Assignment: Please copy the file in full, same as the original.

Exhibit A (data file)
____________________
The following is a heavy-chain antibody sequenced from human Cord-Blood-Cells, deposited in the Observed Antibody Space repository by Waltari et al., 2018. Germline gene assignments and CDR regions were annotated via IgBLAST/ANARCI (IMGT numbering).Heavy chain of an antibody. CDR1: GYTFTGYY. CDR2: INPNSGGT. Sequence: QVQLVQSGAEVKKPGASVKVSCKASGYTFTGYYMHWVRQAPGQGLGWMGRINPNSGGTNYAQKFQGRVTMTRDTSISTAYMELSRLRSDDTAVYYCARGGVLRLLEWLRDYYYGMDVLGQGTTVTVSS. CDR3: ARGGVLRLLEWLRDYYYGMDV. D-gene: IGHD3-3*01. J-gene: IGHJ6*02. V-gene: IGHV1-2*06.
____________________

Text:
The following is a heavy-chain antibody sequenced from human Cord-Blood-Cells, deposited in the Observed Antibody Space repository by Waltari et al., 2018. Germline gene assignments and CDR regions were annotated via IgBLAST/ANARCI (IMGT numbering).Heavy chain of an antibody. CDR1: GYTFTGYY. CDR2: INPNSGGT. Sequence: QVQLVQSGAEVKKPGASVKVSCKASGYTFTGYYMHWVRQAPGQGLGWMGRINPNSGGTNYAQKFQGRVTMTRDTSISTAYMELSRLRSDDTAVYYCARGGVLRLLEWLRDYYYGMDVLGQGTTVTVSS. CDR3: ARGGVLRLLEWLRDYYYGMDV. D-gene: IGHD3-3*01. J-gene: IGHJ6*02. V-gene: IGHV1-2*06.